Beautiful Pair of French Silver Monstrances by ‘Maitre Orfèvre’ LN NAUDIN.
Monstrance comes from the Latin word monstrare, meaning “to show.” The purpose of the monstrance is to put on display a consecrated Host for those present to adore and venerate. The development of the monstrance can be traced back to the 13th century, when Eucharistic processions rose in popularity connected to the new feast of Corpus Christi.
The Monstrance is also called ‘Ostensorium’, which means, in accordance with its etymology, a vessel designed for the more convenient exhibition of some object of piety.
Both the name ostensorium and the kindred word monstrance were originally applied to all kinds of vessels of goldsmith’s or silversmith’s work in which glass, crystal, etc. were so employed as to allow the contents to be readily distinguished, whether the object thus honored were the Sacred Host itself or only the relic of some saint.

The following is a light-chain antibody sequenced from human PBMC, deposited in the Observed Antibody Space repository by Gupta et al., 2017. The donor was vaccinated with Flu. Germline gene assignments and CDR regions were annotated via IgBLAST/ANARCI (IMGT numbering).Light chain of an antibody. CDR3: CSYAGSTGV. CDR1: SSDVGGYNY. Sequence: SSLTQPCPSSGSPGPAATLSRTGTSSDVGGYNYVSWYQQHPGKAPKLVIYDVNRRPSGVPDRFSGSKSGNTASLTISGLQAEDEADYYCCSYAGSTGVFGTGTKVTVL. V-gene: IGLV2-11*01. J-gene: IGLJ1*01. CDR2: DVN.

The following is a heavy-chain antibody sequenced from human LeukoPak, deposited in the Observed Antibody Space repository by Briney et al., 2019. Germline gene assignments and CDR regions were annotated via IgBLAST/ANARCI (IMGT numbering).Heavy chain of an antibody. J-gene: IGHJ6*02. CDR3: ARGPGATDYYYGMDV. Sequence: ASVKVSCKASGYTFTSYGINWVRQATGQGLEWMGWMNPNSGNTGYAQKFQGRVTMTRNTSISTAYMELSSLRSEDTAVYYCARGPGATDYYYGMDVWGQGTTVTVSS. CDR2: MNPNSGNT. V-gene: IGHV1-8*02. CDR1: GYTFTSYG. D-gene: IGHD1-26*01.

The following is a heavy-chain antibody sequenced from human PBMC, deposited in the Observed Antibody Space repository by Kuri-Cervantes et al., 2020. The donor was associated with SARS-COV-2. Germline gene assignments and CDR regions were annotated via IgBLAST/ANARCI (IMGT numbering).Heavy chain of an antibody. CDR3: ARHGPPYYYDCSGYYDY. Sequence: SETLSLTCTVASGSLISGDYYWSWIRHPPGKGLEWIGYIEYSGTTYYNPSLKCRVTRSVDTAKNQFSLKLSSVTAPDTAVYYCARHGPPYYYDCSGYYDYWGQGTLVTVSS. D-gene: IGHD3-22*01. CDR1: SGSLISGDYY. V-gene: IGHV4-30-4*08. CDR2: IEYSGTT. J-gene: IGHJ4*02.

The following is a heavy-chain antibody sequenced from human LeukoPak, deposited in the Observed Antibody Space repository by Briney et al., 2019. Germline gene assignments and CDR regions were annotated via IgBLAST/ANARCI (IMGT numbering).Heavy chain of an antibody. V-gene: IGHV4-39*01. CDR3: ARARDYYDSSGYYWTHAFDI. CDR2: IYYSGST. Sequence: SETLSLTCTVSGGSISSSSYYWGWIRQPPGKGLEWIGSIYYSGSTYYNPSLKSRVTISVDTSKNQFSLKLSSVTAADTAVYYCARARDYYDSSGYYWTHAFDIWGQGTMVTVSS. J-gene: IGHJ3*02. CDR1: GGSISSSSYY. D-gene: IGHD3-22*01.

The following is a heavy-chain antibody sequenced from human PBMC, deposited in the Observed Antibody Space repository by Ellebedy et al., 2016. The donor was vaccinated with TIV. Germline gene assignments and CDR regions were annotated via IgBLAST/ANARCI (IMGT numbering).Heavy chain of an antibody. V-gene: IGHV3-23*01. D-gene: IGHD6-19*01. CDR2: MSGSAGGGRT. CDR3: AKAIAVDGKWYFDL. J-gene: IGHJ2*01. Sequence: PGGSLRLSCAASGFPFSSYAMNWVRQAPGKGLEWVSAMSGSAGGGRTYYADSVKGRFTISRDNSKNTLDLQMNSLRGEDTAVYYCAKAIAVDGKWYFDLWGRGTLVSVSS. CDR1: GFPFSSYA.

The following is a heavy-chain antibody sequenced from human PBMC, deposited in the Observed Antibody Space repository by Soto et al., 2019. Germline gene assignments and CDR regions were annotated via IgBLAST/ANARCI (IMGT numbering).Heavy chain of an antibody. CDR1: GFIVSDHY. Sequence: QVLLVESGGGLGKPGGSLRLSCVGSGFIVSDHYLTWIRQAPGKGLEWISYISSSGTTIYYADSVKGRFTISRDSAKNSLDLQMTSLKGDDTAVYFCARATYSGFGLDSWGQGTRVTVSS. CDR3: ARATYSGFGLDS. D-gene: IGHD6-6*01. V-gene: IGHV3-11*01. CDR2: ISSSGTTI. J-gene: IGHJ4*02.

Our pair is beautifully carved with laurel leaves and rosettes on the pedestals while the midsection of the stem is decorated with gadroons.
The upper part which displays the relic is worked in amati style (dulling of the gilded silver) while the window is highlighted by rhinestones.
The pieces are topped by a gilded cross.
Both pieces are 18 carat gold covered or ‘vermeillées’ and the Vermeil is intact.
One of the monstrance’s still holds its relic:
A piece of the Column of the Flogging, which is displayed under a tiny banner bearing its name and protected by a crystal pane.
The Hallmark is Michael Angelo (Poinçon au Vieillard )-1st title (950/1000) – Hence 1819 to 1838– Paris
The Makers Mark is for ‘Maitre Orfèvre’ LN NAUDIN (Fils) who registered his mark in 1812 and shows his initials
His workshop was located 24 place de Thionville in Paris.